Money restored for preps
Advertiser Staff Writer
Gov. Linda Lingle's decision to lift statewide budget restrictions yesterday was a small consolation to public high school cross country teams that were forced to withdraw from preseason races to save transportation costs.
Other fall sports such as bowling, air riflery and soft tennis were also affected by the budget restrictions with tighter scheduling, but none as much as cross country, according to athletic directors.
For example, the Mililani High cross country team missed one preseason race against the Interscholastic League of Honolulu earlier this month to save $150 on roundtrip bus transportation. Kalani High missed two races, including one it would have hosted.
"It was kind of hard when you have less meets to run in because you really don't know how good you are or where you stand skill-wise," said Kalani junior Reid Arakaki. "So it's kind of hard to judge how much harder you have to run."
Following a favorable economic report, Lingle yesterday eased restrictions that threatened to wipe out some public high school sports this season.
Public high school athletic officials earlier said they were poised to eliminate scores of coaching positions, and for the first time in more than 30 years drop several sports — including high-profile ones such as basketball — to meet statewide budget restrictions for the 2003-04 fiscal year.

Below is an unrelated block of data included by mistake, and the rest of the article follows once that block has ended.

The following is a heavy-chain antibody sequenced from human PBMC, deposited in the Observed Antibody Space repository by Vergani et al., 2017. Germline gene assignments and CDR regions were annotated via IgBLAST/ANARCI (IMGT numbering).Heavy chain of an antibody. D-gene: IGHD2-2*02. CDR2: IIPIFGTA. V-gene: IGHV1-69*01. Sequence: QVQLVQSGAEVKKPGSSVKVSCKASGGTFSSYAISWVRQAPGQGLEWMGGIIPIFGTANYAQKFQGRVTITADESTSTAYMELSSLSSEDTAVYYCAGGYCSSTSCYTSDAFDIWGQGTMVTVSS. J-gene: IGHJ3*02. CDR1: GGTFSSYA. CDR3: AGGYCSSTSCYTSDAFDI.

Lingle's decision yesterday spared high school athletics, but came too late to save some cross country preseason meets.
"Normally we would like to run against the best competition, which is the Interscholastic League of Honolulu," said Mililani cross country co-coach Edwin Alfaro. "But if we can't get to those meets, we're going to have kids sitting around ... and the ILH is going to get better and better."
Arakaki said he was happy to hear that money would be restored for athletics and that other sports would not be jeopardized.